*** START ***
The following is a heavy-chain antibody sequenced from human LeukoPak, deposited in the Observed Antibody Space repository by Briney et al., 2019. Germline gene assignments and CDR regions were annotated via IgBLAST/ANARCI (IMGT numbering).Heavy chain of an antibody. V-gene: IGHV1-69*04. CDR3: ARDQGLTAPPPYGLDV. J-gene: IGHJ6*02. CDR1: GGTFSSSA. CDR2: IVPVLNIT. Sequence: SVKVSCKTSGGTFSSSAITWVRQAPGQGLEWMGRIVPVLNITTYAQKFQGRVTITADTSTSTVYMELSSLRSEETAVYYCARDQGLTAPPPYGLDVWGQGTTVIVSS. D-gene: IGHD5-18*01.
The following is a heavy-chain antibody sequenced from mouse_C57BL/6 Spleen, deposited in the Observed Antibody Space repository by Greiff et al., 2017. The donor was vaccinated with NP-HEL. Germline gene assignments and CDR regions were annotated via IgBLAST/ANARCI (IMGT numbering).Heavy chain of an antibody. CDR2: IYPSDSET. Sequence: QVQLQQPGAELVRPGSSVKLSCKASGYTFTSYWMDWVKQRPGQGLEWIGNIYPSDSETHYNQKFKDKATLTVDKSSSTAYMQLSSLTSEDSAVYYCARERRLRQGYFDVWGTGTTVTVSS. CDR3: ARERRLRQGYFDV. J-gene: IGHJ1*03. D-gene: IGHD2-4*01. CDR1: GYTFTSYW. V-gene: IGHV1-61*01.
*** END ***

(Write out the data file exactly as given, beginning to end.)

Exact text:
The following is a heavy-chain antibody sequenced from human LeukoPak, deposited in the Observed Antibody Space repository by Briney et al., 2019. Germline gene assignments and CDR regions were annotated via IgBLAST/ANARCI (IMGT numbering).Heavy chain of an antibody. V-gene: IGHV1-69*04. CDR3: ARDQGLTAPPPYGLDV. J-gene: IGHJ6*02. CDR1: GGTFSSSA. CDR2: IVPVLNIT. Sequence: SVKVSCKTSGGTFSSSAITWVRQAPGQGLEWMGRIVPVLNITTYAQKFQGRVTITADTSTSTVYMELSSLRSEETAVYYCARDQGLTAPPPYGLDVWGQGTTVIVSS. D-gene: IGHD5-18*01.
The following is a heavy-chain antibody sequenced from mouse_C57BL/6 Spleen, deposited in the Observed Antibody Space repository by Greiff et al., 2017. The donor was vaccinated with NP-HEL. Germline gene assignments and CDR regions were annotated via IgBLAST/ANARCI (IMGT numbering).Heavy chain of an antibody. CDR2: IYPSDSET. Sequence: QVQLQQPGAELVRPGSSVKLSCKASGYTFTSYWMDWVKQRPGQGLEWIGNIYPSDSETHYNQKFKDKATLTVDKSSSTAYMQLSSLTSEDSAVYYCARERRLRQGYFDVWGTGTTVTVSS. CDR3: ARERRLRQGYFDV. J-gene: IGHJ1*03. D-gene: IGHD2-4*01. CDR1: GYTFTSYW. V-gene: IGHV1-61*01.